In addition to a corporation’s own immune system, there are also untrustworthy “guides” hoping to cash in on your team’s motivation to bring new ideas to life. Seemingly low-cost system integrators may promise to meet your goals, but need all the requirements defined up front before committing to a budget. Given that their own business model is to sell your company hours (and not outcomes), they’re just as likely to turn your idea into a platform to sell the CEO on a merger, than to help you deliver your product to market. And huge technology conglomerates who promise that a magic technology like blockchain will solve all your problems for a low up-front service fee can end up charging expensive long-term licensing fees to continue using their proprietary platform. By 2025, companies globally will spend nearly $600B on these system integrators. But how many of those dollars will translate into products in market for their clients?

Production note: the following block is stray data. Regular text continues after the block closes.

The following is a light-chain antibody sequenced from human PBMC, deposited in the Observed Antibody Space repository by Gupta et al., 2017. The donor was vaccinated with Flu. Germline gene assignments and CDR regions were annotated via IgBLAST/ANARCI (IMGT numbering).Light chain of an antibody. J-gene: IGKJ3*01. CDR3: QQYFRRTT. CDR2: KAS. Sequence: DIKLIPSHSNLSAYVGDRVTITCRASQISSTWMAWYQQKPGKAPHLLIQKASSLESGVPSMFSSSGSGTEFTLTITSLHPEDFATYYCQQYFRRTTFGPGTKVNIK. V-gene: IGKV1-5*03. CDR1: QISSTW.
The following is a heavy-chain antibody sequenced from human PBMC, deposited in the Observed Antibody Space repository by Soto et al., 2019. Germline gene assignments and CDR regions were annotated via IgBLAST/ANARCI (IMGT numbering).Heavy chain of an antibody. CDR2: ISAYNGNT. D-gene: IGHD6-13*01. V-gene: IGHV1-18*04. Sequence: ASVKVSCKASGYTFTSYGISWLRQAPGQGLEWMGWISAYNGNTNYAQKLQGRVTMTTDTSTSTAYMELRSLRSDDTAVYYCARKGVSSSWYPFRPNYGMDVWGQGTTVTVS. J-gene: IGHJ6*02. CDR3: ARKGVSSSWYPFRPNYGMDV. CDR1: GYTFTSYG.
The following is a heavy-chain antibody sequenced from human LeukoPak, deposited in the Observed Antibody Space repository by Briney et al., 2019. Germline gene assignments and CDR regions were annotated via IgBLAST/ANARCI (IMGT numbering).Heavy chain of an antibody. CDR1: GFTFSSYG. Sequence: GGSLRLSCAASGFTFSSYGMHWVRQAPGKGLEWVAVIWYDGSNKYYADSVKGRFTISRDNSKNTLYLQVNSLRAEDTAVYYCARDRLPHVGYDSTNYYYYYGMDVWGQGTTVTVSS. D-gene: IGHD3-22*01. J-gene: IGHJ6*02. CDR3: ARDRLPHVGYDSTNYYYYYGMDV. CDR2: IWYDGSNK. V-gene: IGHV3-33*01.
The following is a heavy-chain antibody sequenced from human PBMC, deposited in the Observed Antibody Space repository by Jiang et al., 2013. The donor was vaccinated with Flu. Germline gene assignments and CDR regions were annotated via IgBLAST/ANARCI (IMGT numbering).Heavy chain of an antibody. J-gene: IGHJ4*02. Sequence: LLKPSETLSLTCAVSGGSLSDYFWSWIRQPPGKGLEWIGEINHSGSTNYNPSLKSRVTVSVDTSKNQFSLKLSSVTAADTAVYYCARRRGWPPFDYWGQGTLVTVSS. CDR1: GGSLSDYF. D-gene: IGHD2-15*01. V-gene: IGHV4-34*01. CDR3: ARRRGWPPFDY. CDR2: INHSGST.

Even the most prepared teams can be overwhelmed by these obstacles—they fail to meet key internal deadlines, they lose funding, and eventually lose the traction needed to launch. Frustrated organizations cut their losses by cutting the idea, the team, the innovation lab, or even the chief design officer, leaving the innovation to die.

Innovation is ultimately survival of the fittest; 80 percent of new products fail to launch, and only 20 percent of startups manage to return a dollar of profit to their investors. But when innovation is an imperative, those odds for survival are unacceptable. How do you improve your company’s odds of bringing your innovative idea to life?


Bring in a Battle-Ready Team